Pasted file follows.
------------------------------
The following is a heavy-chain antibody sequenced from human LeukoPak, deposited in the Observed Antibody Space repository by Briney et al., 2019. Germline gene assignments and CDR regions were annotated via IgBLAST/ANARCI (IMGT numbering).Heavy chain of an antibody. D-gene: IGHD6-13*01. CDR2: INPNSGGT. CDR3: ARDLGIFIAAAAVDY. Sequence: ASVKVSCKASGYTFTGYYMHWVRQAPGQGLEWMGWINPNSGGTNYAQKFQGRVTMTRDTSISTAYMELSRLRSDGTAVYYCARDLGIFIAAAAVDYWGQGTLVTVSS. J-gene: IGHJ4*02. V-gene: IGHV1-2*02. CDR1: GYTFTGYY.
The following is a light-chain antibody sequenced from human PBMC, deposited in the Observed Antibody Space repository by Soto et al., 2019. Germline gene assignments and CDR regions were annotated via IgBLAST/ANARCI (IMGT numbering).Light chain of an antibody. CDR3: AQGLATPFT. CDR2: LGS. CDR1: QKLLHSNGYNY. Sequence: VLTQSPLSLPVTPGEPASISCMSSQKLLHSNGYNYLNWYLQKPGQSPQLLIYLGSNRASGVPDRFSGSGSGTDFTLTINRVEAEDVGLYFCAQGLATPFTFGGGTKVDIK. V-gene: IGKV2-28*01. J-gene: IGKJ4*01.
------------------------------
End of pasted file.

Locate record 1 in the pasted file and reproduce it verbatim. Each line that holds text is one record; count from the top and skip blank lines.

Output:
The following is a heavy-chain antibody sequenced from human LeukoPak, deposited in the Observed Antibody Space repository by Briney et al., 2019. Germline gene assignments and CDR regions were annotated via IgBLAST/ANARCI (IMGT numbering).Heavy chain of an antibody. D-gene: IGHD6-13*01. CDR2: INPNSGGT. CDR3: ARDLGIFIAAAAVDY. Sequence: ASVKVSCKASGYTFTGYYMHWVRQAPGQGLEWMGWINPNSGGTNYAQKFQGRVTMTRDTSISTAYMELSRLRSDGTAVYYCARDLGIFIAAAAVDYWGQGTLVTVSS. J-gene: IGHJ4*02. V-gene: IGHV1-2*02. CDR1: GYTFTGYY.